The funeral went by in a haze. As they drove to the cemetery, all he could think about was the look of serenity on Millie’s face as she lay in that coffin. That gleaming white coffin, like Liberace’s piano. She would have laughed at it. She would have thrown her head back, cackled, and said, “You’re gonna bury me in that?”

Kenny could still hear her laughter.

When his mother pulled into the cemetery parking lot, he pressed his head against the cool glass and cried. More than cried. Sobbed. He felt like his heart had been ripped out of his chest. It was an actual, physical pain, and it hurt so badly he worried that, when he opened his jacket, his crisp white shirt would be stained in blood. He almost wished it was. He wished his wounds could be obvious to the world. He wanted everybody to understand. Nobody did.

Except his mom. She squeezed his hand so hard she jammed his knuckles together. That was a good pain, a useful pain. He couldn’t bring himself to look at her, but he gripped her hand, trying to show some support. Because she was hurting too.

“Come on, buddy.” Mom snapped a tissue from the box and blotted her face, wiped her nose. “Let’s get out to the gravesite.”

Millie would have thought all this grief was hilarious.

Plenty of people from school had come to the service. Far fewer had come out for the burial. Kenny’s mom had paid for everything—the funeral, the coffin, the plot—and it didn’t come cheap. In all, she’d spent nearly ten grand, most of it on credit. But Millie was worth the expense. She was the daughter Mom never had.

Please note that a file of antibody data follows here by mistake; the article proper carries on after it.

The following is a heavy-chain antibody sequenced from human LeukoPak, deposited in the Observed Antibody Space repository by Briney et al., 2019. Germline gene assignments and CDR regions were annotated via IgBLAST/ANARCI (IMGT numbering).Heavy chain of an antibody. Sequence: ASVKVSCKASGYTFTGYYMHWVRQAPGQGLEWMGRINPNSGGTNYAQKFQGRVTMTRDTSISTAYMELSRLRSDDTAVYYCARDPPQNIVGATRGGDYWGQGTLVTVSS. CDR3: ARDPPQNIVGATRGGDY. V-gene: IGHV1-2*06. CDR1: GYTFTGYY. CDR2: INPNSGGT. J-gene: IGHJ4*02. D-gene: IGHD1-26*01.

Kenny felt old before his time, having to deal with all this death stuff. But there he went, thinking about himself again. If Millie were there, she’d tell him to be happy. “Be happy you’re still alive. Be happy the sun is shining and the birds are chirping. Be happy spring is in the air.”

Well the sun wasn’t shining and the birds weren’t chirping, not for Kenny. And spring? Spring was just a pile of mud. Slick mud and stinking dog crap under a mound of melting snow.

That’s all Kenny could think of during the burial: how Millie was going underground, under all the mud and crap and snow. She’d never feel the sunlight on her skin. She’d never hear the birds. She’d died in the springtime of her life.

Foxglove Lee is a former aspiring Broadway Baby who now writes queer fiction for young adults.  She tries not to be too theatrical, but her characters often take over.  Like Noah from her OmniLit Bestseller "The Secret to a Perfect Latke" who comes out in the most unforgettable way imaginable.  Or Stefani from "Token Lesbians" in the "Year's End" horror anthology (Untreed Reads), whose defiance incurs the wrath of the subway system.  Or Mila and Laura, who make each other laugh a bit in "I Hate Love" and a lot in "Happy Birthday, Klutzface!" And who can forget her debut novel "Tiffany and Tiger's Eye"? It's set in the 80s and features an evil doll!